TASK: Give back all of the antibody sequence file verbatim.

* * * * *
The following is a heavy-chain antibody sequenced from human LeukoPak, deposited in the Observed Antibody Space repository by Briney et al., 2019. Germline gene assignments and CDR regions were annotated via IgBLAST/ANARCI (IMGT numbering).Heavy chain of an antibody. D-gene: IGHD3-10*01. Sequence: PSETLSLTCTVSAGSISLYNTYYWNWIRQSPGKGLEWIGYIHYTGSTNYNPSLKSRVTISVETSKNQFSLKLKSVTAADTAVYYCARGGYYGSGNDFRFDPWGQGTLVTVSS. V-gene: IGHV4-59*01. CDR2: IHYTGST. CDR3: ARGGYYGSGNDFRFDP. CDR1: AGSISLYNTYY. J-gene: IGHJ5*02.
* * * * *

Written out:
The following is a heavy-chain antibody sequenced from human LeukoPak, deposited in the Observed Antibody Space repository by Briney et al., 2019. Germline gene assignments and CDR regions were annotated via IgBLAST/ANARCI (IMGT numbering).Heavy chain of an antibody. D-gene: IGHD3-10*01. Sequence: PSETLSLTCTVSAGSISLYNTYYWNWIRQSPGKGLEWIGYIHYTGSTNYNPSLKSRVTISVETSKNQFSLKLKSVTAADTAVYYCARGGYYGSGNDFRFDPWGQGTLVTVSS. V-gene: IGHV4-59*01. CDR2: IHYTGST. CDR3: ARGGYYGSGNDFRFDP. CDR1: AGSISLYNTYY. J-gene: IGHJ5*02.